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Contrary to popular belief, there is no satisfaction in being able to say, “I told you so.” This is especially so with Iraq, where recent events are enough to sicken one’s stomach. Yet it still must be said: those who opposed the George W. Bush administration’s invasion of Iraq in March 2003 — not to mention his father’s war on Iraq in 1991 and the sanctions enforced through the administration of Bill Clinton — were right.
The noninterventionists predicted a violent unraveling of the country, and that’s what we’re witnessing. They agreed with Amr Moussa, chairman of the Arab League, who warned in September 2002 that the invasion would “open the gates of hell.” There was no ISIS or al-Qaeda in Saddam Hussein’s Iraq before the U.S. invasion.
Once again, the establishment news media have ill-served the American public. In the buildup to the 2003 bipartisan war on Iraq — which was justified through lies about weapons of mass destruction and complicity in the 9/11 attacks — little time and ink were devoted to the principled opponents of intervention.
Maybe war builds circulation, ratings, and advertising revenues. Or maybe corporate news outlets fear losing access to high-ranking government officials. Whatever the explanation, far more media resources went toward hyping the illegal aggressive war than to the case against it.
No one can grasp the complexity of one’s own society, we noninterventionists said, much less a society with Iraq’s unique religious, sectarian, and political culture and history. Intervention grows out of hubris. Nonintervention accepts the limits of any ruling cadre’s knowledge. The war planners had no clue how to reform Iraqi society. But there was one thing they did know: they would not suffer the consequences of their arrogance.
You’d think that with the noninterventionists proven right, the media would learn from their folly and turn to them to analyze the current turmoil in Iraq. But you’d be mistaken.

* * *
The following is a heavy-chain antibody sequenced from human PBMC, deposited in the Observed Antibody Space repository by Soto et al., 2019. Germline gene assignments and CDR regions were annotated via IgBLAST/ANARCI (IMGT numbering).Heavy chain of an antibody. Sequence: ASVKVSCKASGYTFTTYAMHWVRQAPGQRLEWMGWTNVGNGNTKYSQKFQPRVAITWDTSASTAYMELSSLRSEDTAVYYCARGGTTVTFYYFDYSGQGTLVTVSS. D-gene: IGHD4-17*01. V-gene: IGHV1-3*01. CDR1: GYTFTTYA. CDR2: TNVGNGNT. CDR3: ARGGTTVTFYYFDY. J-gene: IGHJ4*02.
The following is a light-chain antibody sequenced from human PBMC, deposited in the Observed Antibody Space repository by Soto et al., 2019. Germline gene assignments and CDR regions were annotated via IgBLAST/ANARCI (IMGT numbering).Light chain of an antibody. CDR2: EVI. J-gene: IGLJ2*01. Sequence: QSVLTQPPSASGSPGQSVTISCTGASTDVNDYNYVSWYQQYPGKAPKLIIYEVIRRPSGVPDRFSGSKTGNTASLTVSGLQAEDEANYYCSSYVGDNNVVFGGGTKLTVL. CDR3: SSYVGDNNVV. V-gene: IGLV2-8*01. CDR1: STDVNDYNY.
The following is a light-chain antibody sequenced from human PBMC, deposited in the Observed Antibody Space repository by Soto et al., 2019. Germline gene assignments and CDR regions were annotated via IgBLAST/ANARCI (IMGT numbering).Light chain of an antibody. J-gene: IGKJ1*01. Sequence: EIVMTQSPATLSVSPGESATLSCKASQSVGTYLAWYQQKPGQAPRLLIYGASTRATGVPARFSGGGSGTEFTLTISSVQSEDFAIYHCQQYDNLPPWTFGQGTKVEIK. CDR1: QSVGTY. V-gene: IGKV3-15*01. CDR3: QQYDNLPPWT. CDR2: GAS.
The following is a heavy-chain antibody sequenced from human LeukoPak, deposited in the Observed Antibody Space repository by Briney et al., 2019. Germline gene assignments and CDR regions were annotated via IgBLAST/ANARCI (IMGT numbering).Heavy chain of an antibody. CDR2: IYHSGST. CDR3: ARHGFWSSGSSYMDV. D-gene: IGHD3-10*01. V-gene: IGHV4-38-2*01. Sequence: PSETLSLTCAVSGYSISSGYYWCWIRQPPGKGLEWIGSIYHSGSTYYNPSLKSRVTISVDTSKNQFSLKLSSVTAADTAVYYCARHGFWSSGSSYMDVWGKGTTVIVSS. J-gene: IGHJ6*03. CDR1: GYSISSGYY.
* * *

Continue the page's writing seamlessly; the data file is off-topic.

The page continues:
With few exceptions, the go-to “authorities” are the same people who got it wrong — not all of them neoconservatives, because interventionists come in different stripes. The discussion today is almost exclusively over how the Obama administration should intervene in Iraq, not if it should intervene. Even Paul Wolfowitz, one of the wizards of the original invasion, gets face time on major networks. He was part of the crowd which said that American invaders would be greeted with rose petals, that regime change in Iraq would spread liberal democracy throughout the Middle East, and that even peace between the Israelis and Palestinians would take place.
These “authorities” were wrong about everything — assuming they believed their own words — but that seems not to matter.
They have their own story, of course. It’s not the 2003 invasion that has brought Iraq to disintegration, they say. It is Barack Obama’s failure to leave U.S. troops in Iraq after 2011. This argument doesn’t work.
First, Obama (wrongly) asked Prime Minister Nouri al-Maliki to allow troops to remain beyond the deadline negotiated by Bush, but al-Maliki insisted that U.S. personnel who commit crimes be subject to Iraqi law, a reasonable demand. Obama would not accept that.
Second, why should we believe the advocates of the original invasion when they say a residual U.S. force could have prevented the offensive now conducted by ISIS, aka the Islamic State of Iraq and al-Sham (Levant)? It’s far more likely that if American troops were in Iraq today, they would be killing and dying.
Al-Maliki is everyone’s favorite scapegoat now, and the ruler known as the Shi’ite Saddam certainly is a villain. He has arrested respected Sunni figures and ordered troops to shoot peaceful Sunni demonstrators. But recriminations against the Sunnis, who were identified with Saddam’s secular Ba’athist party, started with the American administration of Iraq.
U.S. intervention now would be perceived as taking the Shi’ite side in the Iraqi sectarian war. (Obama is intervening, though on the opposite side, in Syria, which helped build ISIS.) The conflict is complicated — not all Sunnis and Shiites want sectarian violence — but that’s all the more reason to think that neither American troops nor diplomats can repair Iraq. The people themselves will have to work things out. As for terrorism, it is U.S. intervention that makes Americans targets.
Sheldon Richman is vice president and editor at The Future of Freedom Foundation in Fairfax, Va. (www.fff.org).